Building Blueprints (Facilities in Focus)
Career and Tech Education
- By Charlie Jahnigen
- September 1st, 2015
Career and technical education (CTE) is an excellent strategy for preparing young people with the skills they need to pursue secondary education for a chosen career. However, the challenge for designers of CTE spaces is how to engage and support students who have wildly different career aspirations.
SHP Leading Design recently designed the new Career Academy for Deer Park Community City Schools in Cincinnati, Ohio. In doing so, we explored three important considerations that could (and should) be included in any CTE design.
Create a real world business environment
When attempting to prepare a student for the real world, it stands to reason that a school should try to replicate the real world environment as best they can. Schools usually don’t have the budget or time for multiple field trips to various office and job sites, so they turn to a design firm to help create this experience within the existing space.
Our charge at Deer Park Junior/Senior High School was to design to a unique curriculum that appealed to multiple career pathways while still presenting an environment that supports inspiration, excitement and fun.
The goal was to allow students to lead projects, understand how to work with a team, think outside the box and be problem solvers — all of which are skills needed in real world business environments. Deer Park wanted the students to “feel” what it means to have a certain job in order to determine if it’s a career path they want to pursue. The design needed to support this constantly changing, fluid shift between individual, pair, team and large group learning.
Rather than the traditional rows of desks, the space is furnished with a mix of small and large tables to encourage collaboration. We equipped teachers with movable lecterns instead of large desks at the front of the room. In fact, we even purposefully avoided labeling the Career Academy as “classrooms,” opting instead for the more appropriate titles of labs and breakout spaces.
The labs are equipped with easily moveable furniture, providing a flexible work environment that can be arranged to simulate different office settings. Full-length walls are covered with dry-erase paint, encouraging collaboration both within a class and with those who enter the space later. A problem may be started in the morning, advanced before lunch by a different group of students, and solved by the afternoon session.
A circular lab was placed in the middle of the space to function as a hub of activity. The curved walls mean that there is no back or front of the room, creating an equal environment for all students. These curves also flow into the other labs and breakout spaces, influencing the design of multiple spaces at once. By removing the traditional box classroom setting, students are free to envision themselves in a future work environment.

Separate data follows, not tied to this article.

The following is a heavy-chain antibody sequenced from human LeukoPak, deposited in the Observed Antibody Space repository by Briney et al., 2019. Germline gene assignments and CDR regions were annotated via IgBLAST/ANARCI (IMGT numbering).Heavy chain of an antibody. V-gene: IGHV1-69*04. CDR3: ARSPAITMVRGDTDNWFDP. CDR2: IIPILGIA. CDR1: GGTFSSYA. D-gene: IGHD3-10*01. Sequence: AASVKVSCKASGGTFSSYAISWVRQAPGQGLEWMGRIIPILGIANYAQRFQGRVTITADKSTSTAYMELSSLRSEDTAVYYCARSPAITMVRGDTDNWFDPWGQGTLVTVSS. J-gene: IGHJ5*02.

Connect with the community
Another “must-have” for a CTE learning space is a connection to the community. Bringing students into a real world environment and then lecturing to them for 45 minutes defeats the purpose. Instead, career academies must prepare the students for the real-life scenarios they will face upon graduation.
At Deer Park, this connection with the community was reflected in the design from the very beginning. The location of the Career Academy is on the edge of the building, offering a separate entrance for community business partners who visit. By granting this ease of access, the guest lecturers feel welcome and are encouraged to return to interact with the students.
The two breakout spaces also provide a great opportunity for the community leaders to have one-on-one time with students interested in their industry. Students can ask direct questions to local experts or participate in mock interview sessions and receive instant feedback.
Consider and complement the existing design
Renovations of one floor or room are often tricky because designers wrestle with how to marry a state-of-the-art space with the older elements of the existing building.
At Deer Park, it would have been easy to get caught up in all the exciting tools of the future for these students, but we also wanted to pay homage to the school’s heritage and original 1950s art deco design. The lines, materials and colors chosen throughout the Career Academy respect the history of the building, while merging contemporary elements, including technology.
For example, the lobby — where community members enter the Career Academy for the first time — is influenced heavily by the school’s art deco history. However, the interior labs are full of technology the students need for tomorrow, including computers, tablets and a 3D printer.
This contrast also plays out on the walls, where the traditional office drywall is broken up by the modern placement of USB chargers. Phone and tablet use is encouraged for individual research, while soft furniture with bold colors fosters communication.
By creating a real world environment, connecting with the community and considering how the design unites both new and old elements, designers can create a CTE learning environment that appeals to a broad audience. Better yet, the space will pique the curiosity of the students like it has at Deer Park, prompting large enrollments and better skills training for the future workforce.
This article originally appeared in the September 2015 issue of School Planning & Management.
Charlie Jahnigen, AIA, LEED-AP, is a vice president at SHP Leading Design, a full service architectural design firm in Cincinnati, Ohio. For more information visit www.shp.com.